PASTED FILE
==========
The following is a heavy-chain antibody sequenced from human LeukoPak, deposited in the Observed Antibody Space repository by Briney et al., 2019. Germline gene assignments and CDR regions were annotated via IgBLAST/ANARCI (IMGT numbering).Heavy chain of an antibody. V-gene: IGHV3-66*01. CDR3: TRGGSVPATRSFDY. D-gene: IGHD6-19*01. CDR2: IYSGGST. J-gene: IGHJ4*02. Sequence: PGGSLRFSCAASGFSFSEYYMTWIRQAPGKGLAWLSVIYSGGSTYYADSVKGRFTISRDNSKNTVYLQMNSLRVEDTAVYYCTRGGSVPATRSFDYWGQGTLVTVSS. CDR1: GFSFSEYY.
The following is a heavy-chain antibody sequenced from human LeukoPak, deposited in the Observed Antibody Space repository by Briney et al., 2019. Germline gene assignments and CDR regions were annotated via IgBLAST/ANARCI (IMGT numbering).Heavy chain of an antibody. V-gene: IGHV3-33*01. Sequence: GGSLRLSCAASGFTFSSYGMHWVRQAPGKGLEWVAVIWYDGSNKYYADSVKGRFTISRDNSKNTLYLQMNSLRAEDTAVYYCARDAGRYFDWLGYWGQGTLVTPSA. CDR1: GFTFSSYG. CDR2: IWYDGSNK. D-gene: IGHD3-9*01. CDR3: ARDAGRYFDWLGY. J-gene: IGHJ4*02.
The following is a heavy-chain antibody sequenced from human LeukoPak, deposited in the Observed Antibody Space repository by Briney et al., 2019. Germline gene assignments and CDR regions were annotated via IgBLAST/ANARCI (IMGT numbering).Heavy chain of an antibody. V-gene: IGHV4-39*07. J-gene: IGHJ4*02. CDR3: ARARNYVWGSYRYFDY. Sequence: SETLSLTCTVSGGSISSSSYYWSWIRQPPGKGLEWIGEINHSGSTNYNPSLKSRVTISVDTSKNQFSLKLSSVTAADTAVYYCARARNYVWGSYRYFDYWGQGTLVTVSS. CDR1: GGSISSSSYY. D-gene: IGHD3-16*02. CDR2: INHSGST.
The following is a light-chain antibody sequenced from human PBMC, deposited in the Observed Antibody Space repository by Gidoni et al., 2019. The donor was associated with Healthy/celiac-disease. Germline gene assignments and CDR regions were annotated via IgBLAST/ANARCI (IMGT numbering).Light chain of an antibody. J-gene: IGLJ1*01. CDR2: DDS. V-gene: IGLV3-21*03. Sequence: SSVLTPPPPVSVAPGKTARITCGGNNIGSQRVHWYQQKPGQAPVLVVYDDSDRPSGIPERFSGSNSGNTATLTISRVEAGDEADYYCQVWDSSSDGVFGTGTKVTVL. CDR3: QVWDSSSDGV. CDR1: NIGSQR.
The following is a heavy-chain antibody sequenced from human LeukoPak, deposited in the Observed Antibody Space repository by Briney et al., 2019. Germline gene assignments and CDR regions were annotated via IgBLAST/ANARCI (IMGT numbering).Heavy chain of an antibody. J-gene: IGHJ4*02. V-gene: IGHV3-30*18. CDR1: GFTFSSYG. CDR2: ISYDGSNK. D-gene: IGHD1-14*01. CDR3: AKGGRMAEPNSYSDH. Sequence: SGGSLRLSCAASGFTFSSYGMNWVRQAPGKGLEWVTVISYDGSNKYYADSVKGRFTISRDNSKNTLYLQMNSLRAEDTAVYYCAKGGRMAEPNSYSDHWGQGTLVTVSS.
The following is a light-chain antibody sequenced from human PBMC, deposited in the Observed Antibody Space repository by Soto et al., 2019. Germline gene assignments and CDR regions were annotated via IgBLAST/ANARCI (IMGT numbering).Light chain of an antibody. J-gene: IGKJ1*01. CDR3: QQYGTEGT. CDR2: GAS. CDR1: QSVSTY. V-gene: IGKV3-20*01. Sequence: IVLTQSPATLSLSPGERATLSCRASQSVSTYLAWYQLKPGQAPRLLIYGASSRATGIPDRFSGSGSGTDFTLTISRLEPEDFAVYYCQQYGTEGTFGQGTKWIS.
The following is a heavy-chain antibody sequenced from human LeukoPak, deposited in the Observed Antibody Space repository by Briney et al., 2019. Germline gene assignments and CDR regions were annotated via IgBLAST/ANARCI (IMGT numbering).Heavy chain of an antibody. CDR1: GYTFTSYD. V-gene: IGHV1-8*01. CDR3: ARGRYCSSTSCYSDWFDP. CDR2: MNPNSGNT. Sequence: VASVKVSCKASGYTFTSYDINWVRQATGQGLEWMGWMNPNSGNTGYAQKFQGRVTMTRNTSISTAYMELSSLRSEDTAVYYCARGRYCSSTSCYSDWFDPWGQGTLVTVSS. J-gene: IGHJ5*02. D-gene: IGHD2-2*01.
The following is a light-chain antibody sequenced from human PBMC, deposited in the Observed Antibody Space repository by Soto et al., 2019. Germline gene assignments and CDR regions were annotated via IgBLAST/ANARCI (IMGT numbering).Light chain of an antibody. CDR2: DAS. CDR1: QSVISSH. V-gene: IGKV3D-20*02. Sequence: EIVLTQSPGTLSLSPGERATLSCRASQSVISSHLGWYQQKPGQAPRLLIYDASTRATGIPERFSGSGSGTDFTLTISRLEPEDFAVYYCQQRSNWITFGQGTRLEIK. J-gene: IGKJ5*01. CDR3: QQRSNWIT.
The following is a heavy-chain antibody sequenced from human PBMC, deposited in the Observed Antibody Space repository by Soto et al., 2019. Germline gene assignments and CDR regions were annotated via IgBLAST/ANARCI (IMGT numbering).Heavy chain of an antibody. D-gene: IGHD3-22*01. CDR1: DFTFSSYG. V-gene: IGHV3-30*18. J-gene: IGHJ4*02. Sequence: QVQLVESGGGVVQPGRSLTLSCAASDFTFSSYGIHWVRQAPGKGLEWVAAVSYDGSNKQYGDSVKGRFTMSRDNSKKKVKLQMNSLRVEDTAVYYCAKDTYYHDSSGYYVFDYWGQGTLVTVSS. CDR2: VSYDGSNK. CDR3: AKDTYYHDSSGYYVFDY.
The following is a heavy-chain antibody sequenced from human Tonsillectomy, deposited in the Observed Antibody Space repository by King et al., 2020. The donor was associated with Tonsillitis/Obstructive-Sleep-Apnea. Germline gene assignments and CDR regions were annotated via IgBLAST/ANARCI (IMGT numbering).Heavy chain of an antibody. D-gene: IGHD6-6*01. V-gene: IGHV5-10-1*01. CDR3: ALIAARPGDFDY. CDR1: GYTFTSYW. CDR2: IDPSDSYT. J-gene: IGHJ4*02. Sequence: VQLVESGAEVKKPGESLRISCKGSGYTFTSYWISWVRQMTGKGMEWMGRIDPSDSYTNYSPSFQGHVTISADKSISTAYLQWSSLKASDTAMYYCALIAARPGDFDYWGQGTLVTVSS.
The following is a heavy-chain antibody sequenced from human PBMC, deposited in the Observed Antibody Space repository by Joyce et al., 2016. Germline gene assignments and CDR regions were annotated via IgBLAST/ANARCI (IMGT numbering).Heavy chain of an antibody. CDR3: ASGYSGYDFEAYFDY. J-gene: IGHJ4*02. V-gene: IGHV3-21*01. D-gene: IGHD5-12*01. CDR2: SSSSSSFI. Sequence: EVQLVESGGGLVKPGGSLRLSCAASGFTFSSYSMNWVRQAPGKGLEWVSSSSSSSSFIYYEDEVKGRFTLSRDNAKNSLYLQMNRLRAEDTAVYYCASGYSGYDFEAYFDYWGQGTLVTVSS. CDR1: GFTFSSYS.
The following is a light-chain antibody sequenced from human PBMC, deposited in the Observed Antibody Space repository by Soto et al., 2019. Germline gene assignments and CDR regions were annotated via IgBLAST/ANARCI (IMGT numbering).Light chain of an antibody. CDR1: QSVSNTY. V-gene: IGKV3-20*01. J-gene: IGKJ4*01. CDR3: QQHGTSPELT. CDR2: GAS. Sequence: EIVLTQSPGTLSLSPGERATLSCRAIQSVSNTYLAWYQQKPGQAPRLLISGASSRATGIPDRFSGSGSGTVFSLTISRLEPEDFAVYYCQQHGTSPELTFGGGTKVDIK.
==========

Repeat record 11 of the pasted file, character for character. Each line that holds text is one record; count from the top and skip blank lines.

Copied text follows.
The following is a heavy-chain antibody sequenced from human PBMC, deposited in the Observed Antibody Space repository by Joyce et al., 2016. Germline gene assignments and CDR regions were annotated via IgBLAST/ANARCI (IMGT numbering).Heavy chain of an antibody. CDR3: ASGYSGYDFEAYFDY. J-gene: IGHJ4*02. V-gene: IGHV3-21*01. D-gene: IGHD5-12*01. CDR2: SSSSSSFI. Sequence: EVQLVESGGGLVKPGGSLRLSCAASGFTFSSYSMNWVRQAPGKGLEWVSSSSSSSSFIYYEDEVKGRFTLSRDNAKNSLYLQMNRLRAEDTAVYYCASGYSGYDFEAYFDYWGQGTLVTVSS. CDR1: GFTFSSYS.